Update: SASSA, after informing SCOPA earlier on Tuesday that it would not be approaching the Constitutional Court, reportedly did so late on Tuesday requesting the court to authorise the agency to engage Cash Paymaster Services from April 1, 2017 to March 30, 2018. In papers filed SASSA requested the Con Court to order that it file a report by October 1, 2017 with regard to its readiness to pay social grants. In the late application SASSA states that should the court not grant the order “the majority of our poor people will have hardship in receiving payment of social grants.”
That is all the time left before the March 31 deadline and the irregular contract with CPS/Net1 which pays out some R10-billion per month to 17-million South Africans who depend on it comes to an end.
And SASSA has no alternative system in place.
On Tuesday, angry members of parliament’s standing committee on public accounts learned that not only had Minister Dlamini ignored her obligation to appear before SCOPA but that embattled SASSA CEO, Thokozani Magwaza, had been booked off sick with “hypertension”.
Tensions between Dlamini and Magwaza had been apparent at SASSA’s presentation to the social development portfolio committee on Thursday last week where Dlamini dominated, leaving little room for SASSA officials to speak.
On Wednesday, a few hundred metres away from the crucial SCOPA meeting, Dlamini was attending a press conference by the social development ministerial cluster along with her colleagues Minister of Sport, Fikile Mbalula, Minister of Arts and Culture Nathi Mthetwa and Minister of Public Works, Thulas Nxesi. A statement after the fact dealt with the SASSA crisis in one paragraph:
“The SASSA Payment System presents an opportunity for the empowering of local communities through local economic development… It has been reported that government will not be able to pay social grants after March this year. We would like to take this opportunity and reassure South Africans, in particular, social grant beneficiaries that Government will through SASSA continue on its constitutional mandate to administer and pay social grants after March 2017.”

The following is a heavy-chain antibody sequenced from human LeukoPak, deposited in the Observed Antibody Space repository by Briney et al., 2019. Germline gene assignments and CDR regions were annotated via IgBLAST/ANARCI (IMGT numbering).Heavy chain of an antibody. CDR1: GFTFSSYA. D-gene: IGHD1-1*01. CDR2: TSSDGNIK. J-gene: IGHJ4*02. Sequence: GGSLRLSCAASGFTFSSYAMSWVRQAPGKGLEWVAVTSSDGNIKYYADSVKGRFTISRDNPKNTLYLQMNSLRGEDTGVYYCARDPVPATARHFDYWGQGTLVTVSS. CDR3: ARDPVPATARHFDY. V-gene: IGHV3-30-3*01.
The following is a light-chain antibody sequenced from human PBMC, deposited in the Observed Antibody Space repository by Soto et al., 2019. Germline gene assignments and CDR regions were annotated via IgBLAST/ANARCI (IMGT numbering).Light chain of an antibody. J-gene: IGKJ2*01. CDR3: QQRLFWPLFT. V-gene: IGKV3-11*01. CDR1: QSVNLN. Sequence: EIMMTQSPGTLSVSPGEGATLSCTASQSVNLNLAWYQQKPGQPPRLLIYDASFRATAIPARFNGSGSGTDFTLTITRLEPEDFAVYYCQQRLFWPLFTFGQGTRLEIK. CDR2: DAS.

Back in Committee Room V454 however, an entirely different and more troubling picture was emerging as SASSA’s programme manager, Zodwa Mvulane, admitted that there was no programme in place to deliver the grants on April 1.
The minister and SASSA, the committee heard, were depending on the renegotiation of the contract with CPS Net1 on the same terms as the previous tender, which the Constitutional Court found had been irregularly awarded.
SCOPA chair, Themba Godi, was having none of it.
“We cannot pretend we cannot see the elephant in the room,” he said, adding, “The minister said she would give us time. April 1 is April Fool’s day but for the South African public it is a slowly creeping reality. If the minister is not here I suspect the issue is more than just an administrative issue; it has become a political issue.”
He added that if the minister and SASSA “messed up then you must know everything will go up in flames practically or in 2019”.
An ill-prepared and clearly uncomfortable SASSA delegation – with an acting CEO freshly appointed about half an hour before the briefing was due to take place – faced a grilling of note by committee members. It fell to Mvulane to waffle her way through the presentation during which she finally admitted that SASSA has yet to meet with current service provider CPS Net1 to discuss the terms of a new contract that is still be to negotiated. She said half the blame for this could be placed on SASSA and the rest “somewhere else”, which she did not identify.
ANC committee member Mnyamezeli Booi said it didn’t matter that SASSA had sent an acting CEO to brief the committee – “she’s got no clue sitting here. She looks like a flower” – as the CEO himself also appeared to have no idea of the organisation’s plans. Booi said that Parliament “has not been taken seriously”.